Patients with cervical spinal cord injuries (SCI) were significantly more likely to have sleep-disordered breathing (SDB) or to be susceptible to factors that trigger it than those with thoracic SCI, according to new research conducted by Wayne State University. The Detroit-based team also found that sleep-related hypoventilation may play a significant role in the mechanism of SDB in higher SCI levels.

For the study, researchers studied breathing during sleep in eight patients with thoracic SCIs, which paralyzed their legs, and eight patients with cervical SCI, which paralyzed their torsos and all four limbs.

Each volunteer underwent initial testing to assess various factors, including their breathing during sleep. The subjects who didn’t have central sleep apnea underwent another validated test that involved sleeping with a nasal mask connected to a ventilator, which periodically induced central sleep apnea and calculated the level of carbon dioxide at which breathing stopped, also known as the apneic threshold.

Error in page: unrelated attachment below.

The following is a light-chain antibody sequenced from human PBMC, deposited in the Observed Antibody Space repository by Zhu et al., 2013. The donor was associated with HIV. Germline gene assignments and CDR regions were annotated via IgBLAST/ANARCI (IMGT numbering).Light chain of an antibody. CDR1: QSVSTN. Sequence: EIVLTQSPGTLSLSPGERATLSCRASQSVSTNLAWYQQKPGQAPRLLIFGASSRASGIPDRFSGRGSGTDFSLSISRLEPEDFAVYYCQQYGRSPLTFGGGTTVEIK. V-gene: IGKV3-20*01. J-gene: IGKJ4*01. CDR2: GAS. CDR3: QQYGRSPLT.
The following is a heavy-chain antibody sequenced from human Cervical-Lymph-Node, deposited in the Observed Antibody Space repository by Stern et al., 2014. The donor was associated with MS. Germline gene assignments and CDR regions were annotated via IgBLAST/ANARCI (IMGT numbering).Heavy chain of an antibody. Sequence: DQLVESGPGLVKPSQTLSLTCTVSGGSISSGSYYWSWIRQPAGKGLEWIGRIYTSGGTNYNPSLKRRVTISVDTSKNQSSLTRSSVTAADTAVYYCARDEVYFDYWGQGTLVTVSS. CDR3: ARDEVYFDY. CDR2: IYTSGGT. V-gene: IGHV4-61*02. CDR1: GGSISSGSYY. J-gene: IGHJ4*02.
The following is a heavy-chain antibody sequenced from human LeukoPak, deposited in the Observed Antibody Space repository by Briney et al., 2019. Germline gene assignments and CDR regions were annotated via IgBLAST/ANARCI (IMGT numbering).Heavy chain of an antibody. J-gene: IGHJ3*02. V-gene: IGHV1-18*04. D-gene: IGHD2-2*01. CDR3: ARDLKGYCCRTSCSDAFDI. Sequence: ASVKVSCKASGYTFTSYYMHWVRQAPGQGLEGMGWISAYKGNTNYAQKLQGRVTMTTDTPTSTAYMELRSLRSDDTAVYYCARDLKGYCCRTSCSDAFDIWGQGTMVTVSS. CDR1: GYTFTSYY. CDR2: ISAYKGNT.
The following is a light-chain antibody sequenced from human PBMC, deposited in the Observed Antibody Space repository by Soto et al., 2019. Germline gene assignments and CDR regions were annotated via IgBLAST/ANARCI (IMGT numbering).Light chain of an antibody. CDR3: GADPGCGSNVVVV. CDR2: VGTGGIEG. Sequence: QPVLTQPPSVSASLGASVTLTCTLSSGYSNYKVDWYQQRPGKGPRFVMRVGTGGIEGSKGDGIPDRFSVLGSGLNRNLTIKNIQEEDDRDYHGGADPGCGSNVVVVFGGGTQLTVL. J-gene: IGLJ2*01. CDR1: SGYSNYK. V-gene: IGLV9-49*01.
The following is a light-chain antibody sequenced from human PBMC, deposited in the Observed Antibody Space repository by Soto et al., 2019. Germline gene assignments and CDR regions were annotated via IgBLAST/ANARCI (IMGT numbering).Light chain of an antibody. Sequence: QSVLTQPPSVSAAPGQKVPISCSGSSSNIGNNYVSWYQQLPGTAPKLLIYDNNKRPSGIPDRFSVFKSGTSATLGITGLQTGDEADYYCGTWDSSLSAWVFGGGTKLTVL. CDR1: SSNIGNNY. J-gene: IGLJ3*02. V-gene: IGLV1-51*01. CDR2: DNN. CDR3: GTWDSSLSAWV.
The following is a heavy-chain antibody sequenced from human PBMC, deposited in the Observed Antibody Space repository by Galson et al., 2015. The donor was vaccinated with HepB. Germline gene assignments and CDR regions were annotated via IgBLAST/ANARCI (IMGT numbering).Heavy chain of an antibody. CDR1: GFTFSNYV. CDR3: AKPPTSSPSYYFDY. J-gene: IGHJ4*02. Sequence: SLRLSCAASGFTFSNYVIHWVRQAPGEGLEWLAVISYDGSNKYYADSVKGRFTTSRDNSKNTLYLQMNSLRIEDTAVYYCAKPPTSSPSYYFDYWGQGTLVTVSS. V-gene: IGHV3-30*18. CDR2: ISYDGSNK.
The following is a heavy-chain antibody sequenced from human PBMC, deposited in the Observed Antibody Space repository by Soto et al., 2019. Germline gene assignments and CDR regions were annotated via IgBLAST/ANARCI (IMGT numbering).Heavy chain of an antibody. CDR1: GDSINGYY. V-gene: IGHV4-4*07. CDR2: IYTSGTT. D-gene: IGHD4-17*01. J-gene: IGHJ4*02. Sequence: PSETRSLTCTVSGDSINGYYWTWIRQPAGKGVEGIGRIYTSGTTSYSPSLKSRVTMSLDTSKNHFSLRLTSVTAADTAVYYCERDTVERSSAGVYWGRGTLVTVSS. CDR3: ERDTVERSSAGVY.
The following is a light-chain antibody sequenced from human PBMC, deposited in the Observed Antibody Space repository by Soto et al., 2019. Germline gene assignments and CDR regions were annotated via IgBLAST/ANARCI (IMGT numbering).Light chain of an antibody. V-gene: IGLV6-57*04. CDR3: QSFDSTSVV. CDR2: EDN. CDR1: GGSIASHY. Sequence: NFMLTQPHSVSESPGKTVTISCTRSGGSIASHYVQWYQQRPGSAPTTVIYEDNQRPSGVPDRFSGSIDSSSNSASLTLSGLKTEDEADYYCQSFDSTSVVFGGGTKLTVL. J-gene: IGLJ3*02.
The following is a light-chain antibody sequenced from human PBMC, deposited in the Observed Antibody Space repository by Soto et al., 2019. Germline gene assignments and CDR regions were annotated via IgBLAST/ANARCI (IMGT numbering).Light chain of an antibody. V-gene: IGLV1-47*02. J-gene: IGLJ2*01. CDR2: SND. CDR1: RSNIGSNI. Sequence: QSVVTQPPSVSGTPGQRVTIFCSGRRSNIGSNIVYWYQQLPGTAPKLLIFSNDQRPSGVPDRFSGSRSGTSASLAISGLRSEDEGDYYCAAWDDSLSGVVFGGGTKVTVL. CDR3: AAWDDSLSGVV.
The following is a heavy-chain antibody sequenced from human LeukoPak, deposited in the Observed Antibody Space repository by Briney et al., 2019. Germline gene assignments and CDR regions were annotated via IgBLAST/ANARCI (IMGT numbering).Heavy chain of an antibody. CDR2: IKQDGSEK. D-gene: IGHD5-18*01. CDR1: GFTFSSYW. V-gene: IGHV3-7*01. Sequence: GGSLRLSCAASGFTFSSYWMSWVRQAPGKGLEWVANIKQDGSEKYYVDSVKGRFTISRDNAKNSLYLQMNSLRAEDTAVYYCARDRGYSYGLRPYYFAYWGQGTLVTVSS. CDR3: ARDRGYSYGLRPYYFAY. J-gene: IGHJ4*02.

Those who were found to have central sleep apnea during initial testing underwent a separate test that introduced gas mixed with carbon dioxide. This was done in an effort to calculate the level required to abolish their central sleep apnea.

Cervical SCI patients had higher rates of central SDB, indicating that tetraplegia is a risk factor for central sleep apnea, concluded researchers.